Gender equity in higher education: why and how? A case study of gender issues in a science faculty
Journal article, 2006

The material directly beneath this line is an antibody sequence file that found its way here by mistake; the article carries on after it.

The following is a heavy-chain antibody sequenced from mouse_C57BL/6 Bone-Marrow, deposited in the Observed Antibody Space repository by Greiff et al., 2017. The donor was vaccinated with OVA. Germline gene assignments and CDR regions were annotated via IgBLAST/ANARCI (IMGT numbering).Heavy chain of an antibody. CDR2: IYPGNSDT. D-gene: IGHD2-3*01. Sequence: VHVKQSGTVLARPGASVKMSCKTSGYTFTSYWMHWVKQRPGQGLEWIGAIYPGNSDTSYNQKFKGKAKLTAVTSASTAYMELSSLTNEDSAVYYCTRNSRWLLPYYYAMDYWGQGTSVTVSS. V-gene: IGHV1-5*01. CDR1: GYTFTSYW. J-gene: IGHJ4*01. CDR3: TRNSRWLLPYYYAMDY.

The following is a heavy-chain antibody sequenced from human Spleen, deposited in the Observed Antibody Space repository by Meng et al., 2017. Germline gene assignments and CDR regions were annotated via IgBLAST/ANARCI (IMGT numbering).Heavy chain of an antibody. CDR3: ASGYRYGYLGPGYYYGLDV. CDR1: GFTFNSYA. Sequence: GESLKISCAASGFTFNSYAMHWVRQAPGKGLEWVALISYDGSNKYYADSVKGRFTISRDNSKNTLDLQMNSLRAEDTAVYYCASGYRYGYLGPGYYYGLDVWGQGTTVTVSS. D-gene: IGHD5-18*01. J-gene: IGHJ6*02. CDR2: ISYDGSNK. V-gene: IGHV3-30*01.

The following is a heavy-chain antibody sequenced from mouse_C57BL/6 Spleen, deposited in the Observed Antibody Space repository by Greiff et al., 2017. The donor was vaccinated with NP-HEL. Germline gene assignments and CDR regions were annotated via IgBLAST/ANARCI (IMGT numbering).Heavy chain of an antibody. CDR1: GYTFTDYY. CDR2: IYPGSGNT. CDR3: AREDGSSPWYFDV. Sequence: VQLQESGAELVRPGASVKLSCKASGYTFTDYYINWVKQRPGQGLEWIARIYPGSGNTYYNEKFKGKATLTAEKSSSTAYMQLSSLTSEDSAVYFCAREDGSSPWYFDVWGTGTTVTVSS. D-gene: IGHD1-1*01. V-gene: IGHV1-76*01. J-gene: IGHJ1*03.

At a time when more and more natural science subjects are attracting an increasing number of women (chemistry for example) physics remains a male stronghold. It is not easy to understand this phenomenon or the anomaly that over-representation of males in physics faculties is more likely to occur in countries known for their attempts at equalizing opportunities for women, Sweden, for example, has a parliament in which 40% of its members are women and yet the average percentage of women lecturers in physics faculties is about half of that. In Sweden today women professors of physics (both appointed and promoted) typically represent 10% or less of the total professorial staff. In this paper we report on a qualitative case study of gender equity in a large physics faculty in a Swedish university. In order to locate our study in a more general social and political context we look at Swedish legislation that seeks to equalize opportunities for women in higher education. The rest of the study focuses on a brief review of research in the area of gender issues in higher education and an analysis of interviews with three women in physics: one a professor, one a lecturer and the third a PhD student. The analysis discusses why the current disproportion exists, if it is a good or bad thing for physics and physicists and how one might rectify any perceived problems in terms or gender relations and gender equity.